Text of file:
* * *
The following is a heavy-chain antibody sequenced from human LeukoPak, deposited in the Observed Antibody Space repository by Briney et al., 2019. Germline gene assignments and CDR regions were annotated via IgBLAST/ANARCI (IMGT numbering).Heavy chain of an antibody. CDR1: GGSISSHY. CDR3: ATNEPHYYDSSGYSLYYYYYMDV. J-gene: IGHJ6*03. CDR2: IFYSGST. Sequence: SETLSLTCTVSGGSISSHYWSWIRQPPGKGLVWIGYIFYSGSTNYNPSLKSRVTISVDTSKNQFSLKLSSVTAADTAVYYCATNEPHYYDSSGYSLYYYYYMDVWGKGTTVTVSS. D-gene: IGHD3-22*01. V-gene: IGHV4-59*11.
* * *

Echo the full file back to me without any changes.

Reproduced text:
The following is a heavy-chain antibody sequenced from human LeukoPak, deposited in the Observed Antibody Space repository by Briney et al., 2019. Germline gene assignments and CDR regions were annotated via IgBLAST/ANARCI (IMGT numbering).Heavy chain of an antibody. CDR1: GGSISSHY. CDR3: ATNEPHYYDSSGYSLYYYYYMDV. J-gene: IGHJ6*03. CDR2: IFYSGST. Sequence: SETLSLTCTVSGGSISSHYWSWIRQPPGKGLVWIGYIFYSGSTNYNPSLKSRVTISVDTSKNQFSLKLSSVTAADTAVYYCATNEPHYYDSSGYSLYYYYYMDVWGKGTTVTVSS. D-gene: IGHD3-22*01. V-gene: IGHV4-59*11.